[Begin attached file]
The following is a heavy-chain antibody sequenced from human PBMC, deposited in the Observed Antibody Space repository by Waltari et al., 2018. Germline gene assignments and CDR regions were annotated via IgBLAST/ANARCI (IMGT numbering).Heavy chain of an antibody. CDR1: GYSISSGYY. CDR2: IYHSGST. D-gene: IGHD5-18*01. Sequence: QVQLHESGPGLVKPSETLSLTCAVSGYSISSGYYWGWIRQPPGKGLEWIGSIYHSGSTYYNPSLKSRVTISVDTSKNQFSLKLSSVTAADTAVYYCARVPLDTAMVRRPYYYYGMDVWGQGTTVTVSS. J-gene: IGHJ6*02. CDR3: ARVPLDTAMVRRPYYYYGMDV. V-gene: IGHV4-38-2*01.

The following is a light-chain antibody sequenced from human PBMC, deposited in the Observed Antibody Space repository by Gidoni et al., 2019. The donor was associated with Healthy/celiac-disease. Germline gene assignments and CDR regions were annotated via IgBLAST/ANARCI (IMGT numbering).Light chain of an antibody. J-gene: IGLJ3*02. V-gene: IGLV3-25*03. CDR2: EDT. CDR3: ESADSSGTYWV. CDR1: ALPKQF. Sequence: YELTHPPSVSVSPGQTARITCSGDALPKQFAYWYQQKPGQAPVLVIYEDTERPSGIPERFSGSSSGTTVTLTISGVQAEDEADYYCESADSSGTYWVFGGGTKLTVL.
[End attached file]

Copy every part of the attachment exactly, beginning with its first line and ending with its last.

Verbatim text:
The following is a heavy-chain antibody sequenced from human PBMC, deposited in the Observed Antibody Space repository by Waltari et al., 2018. Germline gene assignments and CDR regions were annotated via IgBLAST/ANARCI (IMGT numbering).Heavy chain of an antibody. CDR1: GYSISSGYY. CDR2: IYHSGST. D-gene: IGHD5-18*01. Sequence: QVQLHESGPGLVKPSETLSLTCAVSGYSISSGYYWGWIRQPPGKGLEWIGSIYHSGSTYYNPSLKSRVTISVDTSKNQFSLKLSSVTAADTAVYYCARVPLDTAMVRRPYYYYGMDVWGQGTTVTVSS. J-gene: IGHJ6*02. CDR3: ARVPLDTAMVRRPYYYYGMDV. V-gene: IGHV4-38-2*01.

The following is a light-chain antibody sequenced from human PBMC, deposited in the Observed Antibody Space repository by Gidoni et al., 2019. The donor was associated with Healthy/celiac-disease. Germline gene assignments and CDR regions were annotated via IgBLAST/ANARCI (IMGT numbering).Light chain of an antibody. J-gene: IGLJ3*02. V-gene: IGLV3-25*03. CDR2: EDT. CDR3: ESADSSGTYWV. CDR1: ALPKQF. Sequence: YELTHPPSVSVSPGQTARITCSGDALPKQFAYWYQQKPGQAPVLVIYEDTERPSGIPERFSGSSSGTTVTLTISGVQAEDEADYYCESADSSGTYWVFGGGTKLTVL.